Like the rain constantly pouring into the courtyard (Through the ceiling? Or is it open air?), paternal oppression is an inescapable natural phenomenon in El castillo de la pureza. Arturo Ripstein’s domestic nightmare is a bright inclusion in Emotion Pictures, Lincoln Center’s survey of melodrama through the ages—not necessarily for how well the film fits what we might imagine as “melodrama,” but how it shows how far the genre’s soul can travel.
Patriarch/pesticide salesman Gabriel Lima (played with terrifying believability by Buñuel stock actor Claudio Brook), rejecting the influence of the outside world, has kept his family trapped inside his fortress-like home for almost two decades. Aflame with self-pity and self-righteousness (all the fault of—who else—women), he terrorizes his wife and three children with visions of a morally bankrupt society waiting to tear them apart if they step outside the tall front doors of their house.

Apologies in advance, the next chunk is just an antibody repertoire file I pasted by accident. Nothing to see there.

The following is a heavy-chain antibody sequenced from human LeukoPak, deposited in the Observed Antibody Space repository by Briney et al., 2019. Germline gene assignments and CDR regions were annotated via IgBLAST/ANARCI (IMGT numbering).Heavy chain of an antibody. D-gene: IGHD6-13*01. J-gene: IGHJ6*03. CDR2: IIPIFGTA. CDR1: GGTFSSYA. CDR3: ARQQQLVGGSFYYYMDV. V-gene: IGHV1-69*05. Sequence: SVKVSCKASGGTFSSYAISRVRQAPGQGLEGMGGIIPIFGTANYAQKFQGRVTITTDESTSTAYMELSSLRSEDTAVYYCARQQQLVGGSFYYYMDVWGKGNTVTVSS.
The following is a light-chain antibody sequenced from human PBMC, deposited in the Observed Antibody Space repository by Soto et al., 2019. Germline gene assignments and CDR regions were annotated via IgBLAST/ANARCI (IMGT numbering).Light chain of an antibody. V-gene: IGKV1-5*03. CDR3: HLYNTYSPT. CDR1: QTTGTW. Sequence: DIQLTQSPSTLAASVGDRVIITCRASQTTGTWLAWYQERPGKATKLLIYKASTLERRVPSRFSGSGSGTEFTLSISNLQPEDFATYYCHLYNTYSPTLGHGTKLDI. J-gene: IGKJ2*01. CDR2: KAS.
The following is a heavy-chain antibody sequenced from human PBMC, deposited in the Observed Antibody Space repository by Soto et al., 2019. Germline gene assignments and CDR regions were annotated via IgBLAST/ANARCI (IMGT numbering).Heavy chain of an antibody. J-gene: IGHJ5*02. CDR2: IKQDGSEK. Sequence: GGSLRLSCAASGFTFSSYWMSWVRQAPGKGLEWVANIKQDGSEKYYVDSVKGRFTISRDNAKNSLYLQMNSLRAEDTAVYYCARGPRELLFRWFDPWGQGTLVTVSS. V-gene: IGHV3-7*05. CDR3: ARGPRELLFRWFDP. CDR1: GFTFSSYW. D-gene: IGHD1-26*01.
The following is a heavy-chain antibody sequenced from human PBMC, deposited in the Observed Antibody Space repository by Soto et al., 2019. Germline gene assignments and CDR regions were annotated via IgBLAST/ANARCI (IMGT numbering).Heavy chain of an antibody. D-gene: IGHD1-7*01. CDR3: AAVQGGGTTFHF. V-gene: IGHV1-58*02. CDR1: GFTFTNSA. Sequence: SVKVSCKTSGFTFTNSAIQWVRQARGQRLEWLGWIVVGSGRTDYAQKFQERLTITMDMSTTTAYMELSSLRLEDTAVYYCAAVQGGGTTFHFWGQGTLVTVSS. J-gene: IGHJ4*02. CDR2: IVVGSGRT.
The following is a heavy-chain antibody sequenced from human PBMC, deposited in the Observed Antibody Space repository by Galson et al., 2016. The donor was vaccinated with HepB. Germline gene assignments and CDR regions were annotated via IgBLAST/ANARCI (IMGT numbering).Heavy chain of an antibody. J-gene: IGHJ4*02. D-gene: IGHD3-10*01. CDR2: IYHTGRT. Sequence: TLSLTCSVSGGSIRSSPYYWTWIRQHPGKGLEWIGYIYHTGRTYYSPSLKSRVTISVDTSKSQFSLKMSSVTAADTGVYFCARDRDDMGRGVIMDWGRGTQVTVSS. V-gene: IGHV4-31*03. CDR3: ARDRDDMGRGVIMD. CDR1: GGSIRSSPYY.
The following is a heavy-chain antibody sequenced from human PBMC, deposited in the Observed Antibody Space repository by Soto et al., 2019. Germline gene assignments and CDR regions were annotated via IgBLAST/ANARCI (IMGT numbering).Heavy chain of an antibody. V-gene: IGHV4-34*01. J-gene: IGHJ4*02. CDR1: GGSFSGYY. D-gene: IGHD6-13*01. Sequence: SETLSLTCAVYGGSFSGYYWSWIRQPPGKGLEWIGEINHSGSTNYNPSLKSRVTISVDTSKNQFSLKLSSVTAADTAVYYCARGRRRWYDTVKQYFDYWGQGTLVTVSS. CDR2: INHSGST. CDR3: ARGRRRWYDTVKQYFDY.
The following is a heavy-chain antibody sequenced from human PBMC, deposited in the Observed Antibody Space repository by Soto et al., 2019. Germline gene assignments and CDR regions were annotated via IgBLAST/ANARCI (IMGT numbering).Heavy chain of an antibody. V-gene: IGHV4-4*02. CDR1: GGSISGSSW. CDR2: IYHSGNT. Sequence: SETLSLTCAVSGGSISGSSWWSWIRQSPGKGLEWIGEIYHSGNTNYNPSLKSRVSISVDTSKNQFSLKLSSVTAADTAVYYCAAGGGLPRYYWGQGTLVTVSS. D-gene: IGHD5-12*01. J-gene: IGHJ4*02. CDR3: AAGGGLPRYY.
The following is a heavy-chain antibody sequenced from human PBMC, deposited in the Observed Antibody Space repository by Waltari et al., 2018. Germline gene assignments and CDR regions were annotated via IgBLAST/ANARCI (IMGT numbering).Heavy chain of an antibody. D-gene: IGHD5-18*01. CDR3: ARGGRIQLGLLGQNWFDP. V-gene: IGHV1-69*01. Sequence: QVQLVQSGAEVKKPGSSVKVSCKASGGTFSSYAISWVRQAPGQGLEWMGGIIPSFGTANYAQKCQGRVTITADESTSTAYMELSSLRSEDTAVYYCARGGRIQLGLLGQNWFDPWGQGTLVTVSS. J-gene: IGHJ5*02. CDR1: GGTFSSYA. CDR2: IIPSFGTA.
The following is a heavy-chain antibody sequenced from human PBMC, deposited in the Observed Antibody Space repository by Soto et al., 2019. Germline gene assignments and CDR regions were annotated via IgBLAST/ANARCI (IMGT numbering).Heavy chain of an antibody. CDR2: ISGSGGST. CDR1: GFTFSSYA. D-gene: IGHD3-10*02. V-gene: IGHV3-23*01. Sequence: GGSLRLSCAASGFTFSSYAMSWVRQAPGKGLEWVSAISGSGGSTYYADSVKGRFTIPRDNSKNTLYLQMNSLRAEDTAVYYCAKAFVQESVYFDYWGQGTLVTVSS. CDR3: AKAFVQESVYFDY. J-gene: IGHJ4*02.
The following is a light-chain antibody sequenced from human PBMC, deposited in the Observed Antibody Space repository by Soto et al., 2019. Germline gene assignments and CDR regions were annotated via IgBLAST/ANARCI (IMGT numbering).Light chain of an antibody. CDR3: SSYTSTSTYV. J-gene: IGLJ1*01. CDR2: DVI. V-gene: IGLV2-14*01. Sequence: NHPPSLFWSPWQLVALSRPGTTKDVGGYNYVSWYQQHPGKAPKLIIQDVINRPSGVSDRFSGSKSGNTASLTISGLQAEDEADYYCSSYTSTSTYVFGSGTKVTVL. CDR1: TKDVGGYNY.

Lima, of course, is an expert gaslighter, and the skill with which he doles out affection and gifts one moment before rapidly shifting into punishment does much to explain the power he has over his family. Ripstein could have easily turned up the heat on this material, but he keeps the tension low throughout, prioritizing quease over sleaze. In its handsome stateliness, and its commitment to a claustrophobic near-single location, Castillo itself at times feels as repressed as the family at its center, making those moments of explosive emotion—the juicier melodrama—sting like the rat poison Lima conscripts his family into making.
It is this strategy, and this humanity, which distinguishes the film from something like the thematically similar Dogtooth, a film which has no problem exploring the trauma and pain of oppression, and much less interest in giving its own captive characters a full sense of life. Ripstein allows his family to escape in the few ways they can: through laughing, playing games, and showing each other kindness. This may be a minor victory, but in context, it feels tremendous, and gives real meaning to the film’s final deus ex machina-assisted act of rebellion.